Surviving bad love
25 Nov 2015 by Lei Phyu, Communications & Social Media Analyst, Bureau for External Relations and Advocacy, UNDP
One in three women worldwide will experience physical or sexual violence at the hands of someone they know in their lifetime. Growing up, I never thought I’d become that one in three.
For five years, alcoholism drove my ex-boyfriend’s worsening Jeckyll and Hyde personality. It took me four years to realize this man was abusive from the start. It took another year to get out.
Today is the International Day for the Elimination of Violence Against Women. This year’s theme is prevention.
We as a society must do more to prevent sexual and gender-based violence so that it doesn’t take five years for fellow victims of domestic violence to free themselves from a dangerous relationship.
This is why UNDP supports countries and communities working to stop and prevent sexual and gender-based violence (SGBV) and to provide safety and justice to survivors.
Our approach is to help expand the space available for women to participate in public and political life so that their concerns become the concerns of the entire society. We want more women in leadership roles, especially in areas like justice and security, conflict prevention and peacebuilding.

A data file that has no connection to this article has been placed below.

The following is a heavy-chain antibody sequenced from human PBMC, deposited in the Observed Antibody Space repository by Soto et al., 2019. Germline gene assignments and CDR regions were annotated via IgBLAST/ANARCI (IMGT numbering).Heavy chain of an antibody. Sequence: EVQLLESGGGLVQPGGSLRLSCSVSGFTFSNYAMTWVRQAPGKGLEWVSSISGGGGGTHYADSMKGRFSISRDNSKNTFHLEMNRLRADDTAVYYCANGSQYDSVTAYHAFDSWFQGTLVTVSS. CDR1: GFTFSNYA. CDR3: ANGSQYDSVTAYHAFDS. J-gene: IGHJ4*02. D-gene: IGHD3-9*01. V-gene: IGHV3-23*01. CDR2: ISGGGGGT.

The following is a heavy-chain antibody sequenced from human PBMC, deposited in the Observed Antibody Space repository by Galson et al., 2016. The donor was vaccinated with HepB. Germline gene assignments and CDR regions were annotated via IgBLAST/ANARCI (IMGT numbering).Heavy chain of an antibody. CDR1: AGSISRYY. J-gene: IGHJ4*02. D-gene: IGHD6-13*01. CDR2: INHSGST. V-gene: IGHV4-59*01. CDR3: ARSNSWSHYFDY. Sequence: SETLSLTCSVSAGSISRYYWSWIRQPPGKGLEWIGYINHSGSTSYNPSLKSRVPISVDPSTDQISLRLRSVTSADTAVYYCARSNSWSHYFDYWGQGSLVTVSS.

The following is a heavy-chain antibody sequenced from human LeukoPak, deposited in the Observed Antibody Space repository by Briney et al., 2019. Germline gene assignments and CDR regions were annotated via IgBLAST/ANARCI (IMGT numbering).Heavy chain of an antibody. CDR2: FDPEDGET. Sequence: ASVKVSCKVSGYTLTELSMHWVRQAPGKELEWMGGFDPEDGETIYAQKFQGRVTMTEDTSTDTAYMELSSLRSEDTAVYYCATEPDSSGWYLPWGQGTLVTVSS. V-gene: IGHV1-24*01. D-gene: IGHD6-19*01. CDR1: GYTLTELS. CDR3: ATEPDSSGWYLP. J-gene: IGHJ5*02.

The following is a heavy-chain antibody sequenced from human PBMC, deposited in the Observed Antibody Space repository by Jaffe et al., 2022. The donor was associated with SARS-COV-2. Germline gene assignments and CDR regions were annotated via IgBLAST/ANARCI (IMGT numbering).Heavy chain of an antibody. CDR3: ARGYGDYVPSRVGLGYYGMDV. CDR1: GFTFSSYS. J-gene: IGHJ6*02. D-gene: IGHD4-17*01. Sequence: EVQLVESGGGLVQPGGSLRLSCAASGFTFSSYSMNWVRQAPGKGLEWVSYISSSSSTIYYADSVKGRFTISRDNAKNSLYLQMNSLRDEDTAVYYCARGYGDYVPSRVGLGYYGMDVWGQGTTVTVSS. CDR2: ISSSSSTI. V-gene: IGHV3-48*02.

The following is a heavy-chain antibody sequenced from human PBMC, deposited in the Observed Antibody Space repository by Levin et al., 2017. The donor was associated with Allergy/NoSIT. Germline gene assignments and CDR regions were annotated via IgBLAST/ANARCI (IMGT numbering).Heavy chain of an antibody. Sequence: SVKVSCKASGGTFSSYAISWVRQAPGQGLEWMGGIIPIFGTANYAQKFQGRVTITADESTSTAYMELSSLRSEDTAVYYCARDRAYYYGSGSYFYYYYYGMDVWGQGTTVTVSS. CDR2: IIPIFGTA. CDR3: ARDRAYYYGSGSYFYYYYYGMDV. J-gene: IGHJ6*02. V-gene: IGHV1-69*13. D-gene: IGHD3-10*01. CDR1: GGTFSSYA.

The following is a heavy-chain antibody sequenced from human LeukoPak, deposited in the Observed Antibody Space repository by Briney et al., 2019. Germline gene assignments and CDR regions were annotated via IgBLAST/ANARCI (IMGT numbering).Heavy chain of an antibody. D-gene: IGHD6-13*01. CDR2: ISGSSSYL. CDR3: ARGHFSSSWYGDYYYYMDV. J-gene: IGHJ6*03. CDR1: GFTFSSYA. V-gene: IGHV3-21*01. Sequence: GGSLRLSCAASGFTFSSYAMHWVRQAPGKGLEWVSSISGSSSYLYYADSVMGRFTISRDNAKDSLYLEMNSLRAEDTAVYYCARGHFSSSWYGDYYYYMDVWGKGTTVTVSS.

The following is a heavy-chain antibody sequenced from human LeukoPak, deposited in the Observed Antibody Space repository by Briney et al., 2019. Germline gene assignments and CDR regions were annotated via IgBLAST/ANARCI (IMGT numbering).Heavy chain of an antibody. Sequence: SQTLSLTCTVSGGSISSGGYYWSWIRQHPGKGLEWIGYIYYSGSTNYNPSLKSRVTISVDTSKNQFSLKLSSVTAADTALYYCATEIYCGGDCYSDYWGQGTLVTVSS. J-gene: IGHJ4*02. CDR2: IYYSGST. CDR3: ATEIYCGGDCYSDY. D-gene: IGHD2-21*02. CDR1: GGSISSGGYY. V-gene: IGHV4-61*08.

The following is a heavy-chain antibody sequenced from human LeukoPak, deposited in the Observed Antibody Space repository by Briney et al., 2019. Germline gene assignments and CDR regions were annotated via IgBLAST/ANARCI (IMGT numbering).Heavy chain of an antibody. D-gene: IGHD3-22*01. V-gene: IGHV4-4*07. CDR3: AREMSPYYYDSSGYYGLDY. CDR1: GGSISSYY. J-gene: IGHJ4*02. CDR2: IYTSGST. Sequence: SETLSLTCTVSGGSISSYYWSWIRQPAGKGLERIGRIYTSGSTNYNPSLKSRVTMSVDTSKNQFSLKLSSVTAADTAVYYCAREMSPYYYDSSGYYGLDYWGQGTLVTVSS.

UNDP works to educate and raise awareness across among all members of a community. We mobilize men to speak out to show that SGBV is not a concern for women alone. We support training for police, prosecutors and judges so that they can end impunity for these crimes.
During times of conflict, sexual violence can be used as a weapon of war, and societal institutions of protection and justice may be weakened or completely defunct. So in Afghanistan, Croatia, the Democratic Republic of Congo, Guatemala and elsewhere around the world, UNDP works with countries in conflict or recovering from conflict so that survivors of SGBV are not left out of the rebuilding process.
I think of domestic abuse survivors worldwide who go through all the stages that I’ve gone through. They survive, but the price they pay is often much steeper than what I paid. For those who live in societies where there’s a stigma for women who walk away, even when they are free, stigma and economic hardship remains.
Where they’ll live. How to provide for their kids and themselves. How to deal with legal paperwork. It’s up to the societies these women live in to give them that space, the economic and emotional support they need as they gather the strength to make that leap to freedom.
Unlike many women caught in abusive homes, I didn’t have children and I was not financially dependent on my abuser. But that “fight or flight” anxiety took a year to get over.
I’d look under my bed and in my closets every time I came home and I’d check to make sure my doors were barred with a giant table and furniture—a habit that many women who have lived with violence know all too well.
This was the hardest thing I faced in my adult life. But it taught to be unapologetically confident, stand up for what I feel strongly about and speak out when I know something is absolutely unacceptable. I now say “no” without hesitation more so than I say “yes” just to avoid disappointing someone, and I trust my gut instincts without any self-doubt.